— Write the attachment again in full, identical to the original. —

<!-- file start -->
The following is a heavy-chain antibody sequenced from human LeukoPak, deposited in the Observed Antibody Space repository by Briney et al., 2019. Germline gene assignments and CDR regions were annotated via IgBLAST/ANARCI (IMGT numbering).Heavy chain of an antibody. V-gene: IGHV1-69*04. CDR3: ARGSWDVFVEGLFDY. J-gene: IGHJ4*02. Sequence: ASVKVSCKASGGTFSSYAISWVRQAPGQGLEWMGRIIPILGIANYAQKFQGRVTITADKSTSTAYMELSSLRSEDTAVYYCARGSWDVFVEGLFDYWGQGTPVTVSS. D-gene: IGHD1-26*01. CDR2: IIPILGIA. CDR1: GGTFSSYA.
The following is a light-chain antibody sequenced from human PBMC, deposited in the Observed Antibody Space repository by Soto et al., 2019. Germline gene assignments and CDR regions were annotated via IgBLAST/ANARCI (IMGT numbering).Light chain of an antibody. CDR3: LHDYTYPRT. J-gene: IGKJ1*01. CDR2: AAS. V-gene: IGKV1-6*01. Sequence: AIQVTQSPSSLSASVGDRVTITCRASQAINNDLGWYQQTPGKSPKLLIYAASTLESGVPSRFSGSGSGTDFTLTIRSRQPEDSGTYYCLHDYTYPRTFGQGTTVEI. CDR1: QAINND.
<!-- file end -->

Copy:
The following is a heavy-chain antibody sequenced from human LeukoPak, deposited in the Observed Antibody Space repository by Briney et al., 2019. Germline gene assignments and CDR regions were annotated via IgBLAST/ANARCI (IMGT numbering).Heavy chain of an antibody. V-gene: IGHV1-69*04. CDR3: ARGSWDVFVEGLFDY. J-gene: IGHJ4*02. Sequence: ASVKVSCKASGGTFSSYAISWVRQAPGQGLEWMGRIIPILGIANYAQKFQGRVTITADKSTSTAYMELSSLRSEDTAVYYCARGSWDVFVEGLFDYWGQGTPVTVSS. D-gene: IGHD1-26*01. CDR2: IIPILGIA. CDR1: GGTFSSYA.
The following is a light-chain antibody sequenced from human PBMC, deposited in the Observed Antibody Space repository by Soto et al., 2019. Germline gene assignments and CDR regions were annotated via IgBLAST/ANARCI (IMGT numbering).Light chain of an antibody. CDR3: LHDYTYPRT. J-gene: IGKJ1*01. CDR2: AAS. V-gene: IGKV1-6*01. Sequence: AIQVTQSPSSLSASVGDRVTITCRASQAINNDLGWYQQTPGKSPKLLIYAASTLESGVPSRFSGSGSGTDFTLTIRSRQPEDSGTYYCLHDYTYPRTFGQGTTVEI. CDR1: QAINND.